“Who but God alone can forgive sins?” (Mark 2:6).
1 Sam 8:4-7, 10-22; Mark 2:1-12
Mark is the shortest of the four Gospels, and in style and structure he is the most economical wordsmith. Yet he affords space and great detail for the story of the paralytic Jesus forgives and then heals. We can only conclude that Mark wanted the message of this story to be noted early on in his Gospel. Besides being a dramatic story about four friends carrying and lowering the paralytic through the roof for a spectacular miracle, it is also a conflict story between Jesus and his critics, who murmur loudly when he first tells the man that his sins are forgiven.
Blind to the power Jesus has exhibited in healing numerous people, the scribes in the crowd consider only the theological issue of whether anyone except God can forgive sins. In fact, they and the temple priests have set themselves up as mediators between people and God by defining what was a sin and proscribing rituals and sacrifices to atone for sin. If anyone could forgive sins, these professional clergy would lose their exclusive and often lucrative role as God’s gatekeepers and judges.
Jesus observes the interaction in the crowd as the paralytic is let down on ropes through a space in the ceiling cleared of tiles. He sees the love and concern of those who carried victim to the place, worked their way through the large crowd, then devised a bold way to be sure their paralyzed friend was presented to be healed. Whatever the cause of the man’s paralysis, he is beloved by others, and Jesus affirms the power of this kind of love to heal.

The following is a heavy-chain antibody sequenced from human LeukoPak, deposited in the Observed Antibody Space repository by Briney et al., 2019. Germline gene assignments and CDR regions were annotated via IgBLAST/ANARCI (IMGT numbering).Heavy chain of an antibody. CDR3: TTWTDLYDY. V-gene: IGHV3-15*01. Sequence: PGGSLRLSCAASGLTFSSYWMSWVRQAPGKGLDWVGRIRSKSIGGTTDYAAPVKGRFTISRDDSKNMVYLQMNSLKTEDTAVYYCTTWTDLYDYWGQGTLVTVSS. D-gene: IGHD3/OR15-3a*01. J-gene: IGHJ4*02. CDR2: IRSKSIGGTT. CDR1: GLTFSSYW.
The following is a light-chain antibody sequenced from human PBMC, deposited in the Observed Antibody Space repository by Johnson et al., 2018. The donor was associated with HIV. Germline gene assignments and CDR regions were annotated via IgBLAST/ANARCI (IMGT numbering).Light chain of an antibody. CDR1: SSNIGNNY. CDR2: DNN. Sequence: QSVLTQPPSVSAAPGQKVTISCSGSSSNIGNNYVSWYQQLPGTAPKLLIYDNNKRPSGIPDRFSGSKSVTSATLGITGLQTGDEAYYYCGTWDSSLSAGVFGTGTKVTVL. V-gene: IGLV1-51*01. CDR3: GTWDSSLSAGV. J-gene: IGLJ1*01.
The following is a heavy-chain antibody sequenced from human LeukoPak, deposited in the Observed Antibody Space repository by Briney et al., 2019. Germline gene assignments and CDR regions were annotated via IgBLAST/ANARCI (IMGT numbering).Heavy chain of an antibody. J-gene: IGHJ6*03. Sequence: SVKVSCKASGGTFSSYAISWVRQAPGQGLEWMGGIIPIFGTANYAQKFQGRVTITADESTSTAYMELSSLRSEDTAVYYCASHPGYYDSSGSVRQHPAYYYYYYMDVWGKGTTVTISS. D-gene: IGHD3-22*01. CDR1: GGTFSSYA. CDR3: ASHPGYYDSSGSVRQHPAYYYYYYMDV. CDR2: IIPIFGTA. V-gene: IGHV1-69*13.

Jesus answers the unspoken objections of the scribes by claiming that the “son of man” can forgive sins. This expression is found in the Book of Daniel to identify a special agent of God, but it was also a colloquial term for “human being,” In other words, people have the power to forgive, and, in fact, most sins are between people—hurt inflicted by word, deed and omission that damages families, communities, disrupts social bonds and sows enmity that can only be healed by people forgiving one another.
Directing social and personal sin to God or through an official representative of God excuses people from doing the hard part of forgiveness, the face-to-face acknowledging of harm and the humiliation of asking for mercy. Pay a fine instead, say a penance, light a candle, get absolution, and never have to address the actual fault and its effects.
In the end, the paralyzed man is healed. The invisible knots in his soul that have bound him up are untied. He stands up, picks up his life and walks home, reconciled and set free by love. The scribes are furious. The crowds are astounded, and they say what we would say if we had been loved in so gracious a way by both God and the people closest to us: “We have never seen anything like this!”